Although How About Never? Does Never Work for You? is a must read for devotees of The New Yorker cartoons, readers interested in artists' biographies, cartooning, and the magazine industry will be enlightened as well.  As is standard in memoirs, Bob Mankoff, long time cartoonist and cartoon editor at the The New Yorker, discusses his childhood, early influences, and adulthood, but the most fascinating aspects are his insights into the history of magazine cartooning (starting with the British publication Punch Magazine in 1841),  the legacy of the New Yorker cartoons (which includes James Thurber and E.B. White), how cartoons for the esteemed magazine are selected, deconstructing the famous Seinfeld episode in which Elaine is obsessed with figuring out a New Yorker cartoon, the evolution of the magazine's cartoons, and the ins and outs of winning the weekly caption contest.  As you can guess, cartoons (from Mankoff's own collection and from the magazine's archives) play a huge part in the story, to great effect. Funny and illuminating.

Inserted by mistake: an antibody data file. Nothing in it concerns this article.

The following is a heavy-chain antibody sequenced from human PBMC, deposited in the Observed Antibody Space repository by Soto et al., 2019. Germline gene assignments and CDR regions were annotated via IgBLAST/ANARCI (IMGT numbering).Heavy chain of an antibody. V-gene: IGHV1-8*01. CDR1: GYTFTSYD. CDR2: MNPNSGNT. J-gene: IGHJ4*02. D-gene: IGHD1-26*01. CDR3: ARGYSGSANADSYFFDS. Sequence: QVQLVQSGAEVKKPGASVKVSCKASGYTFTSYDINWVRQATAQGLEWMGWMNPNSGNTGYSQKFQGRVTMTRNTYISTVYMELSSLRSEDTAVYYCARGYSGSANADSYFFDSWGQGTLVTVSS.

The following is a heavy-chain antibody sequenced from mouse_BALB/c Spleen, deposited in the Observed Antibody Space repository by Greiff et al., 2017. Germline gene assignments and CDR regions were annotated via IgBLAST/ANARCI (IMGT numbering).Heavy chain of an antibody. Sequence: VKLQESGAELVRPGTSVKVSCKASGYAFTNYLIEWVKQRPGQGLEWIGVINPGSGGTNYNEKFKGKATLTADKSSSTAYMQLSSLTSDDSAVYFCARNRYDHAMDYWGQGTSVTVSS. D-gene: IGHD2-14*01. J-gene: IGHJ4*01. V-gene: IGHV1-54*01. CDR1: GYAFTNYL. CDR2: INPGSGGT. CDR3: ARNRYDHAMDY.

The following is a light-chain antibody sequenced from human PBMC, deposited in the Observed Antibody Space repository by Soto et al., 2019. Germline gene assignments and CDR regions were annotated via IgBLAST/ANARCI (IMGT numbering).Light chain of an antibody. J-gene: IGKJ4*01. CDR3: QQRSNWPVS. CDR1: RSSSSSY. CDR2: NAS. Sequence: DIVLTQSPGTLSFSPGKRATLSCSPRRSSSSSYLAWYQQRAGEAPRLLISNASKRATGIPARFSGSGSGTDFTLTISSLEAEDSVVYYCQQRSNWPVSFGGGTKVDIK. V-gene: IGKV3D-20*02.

Although the debate over cochlear implants is nowhere near the intensity it had in the 1990s, deciding to implant the device into a toddler or young child is still fraught with emotion.  Lydia Denworth's son was diagnosed with profound and progressive hearing loss at the age of two; as a science journalist, she was very much aware of the importance of language acquisition and enrichment in the early years of life. However, she was also sensitive to the supporters of using American Sign Language and the struggles the deaf community has fought in order to have it be recognized as a genuine form of communication.  Not only does Denworth chronicle the anguish and worry she felt over her son's diagnosis and her thoughts on her son's deaf identity, but she also provides insights from top neuroscientists on language acquisition and activists in the deaf community.  I Can Hear Your Whisper: An Intimate Journey Through the Science of Sound and Language  is definitely one of my top reads for 2014. Anyone interested in brain science, language, deaf issues, or intimate memoirs would appreciate this remarkable read.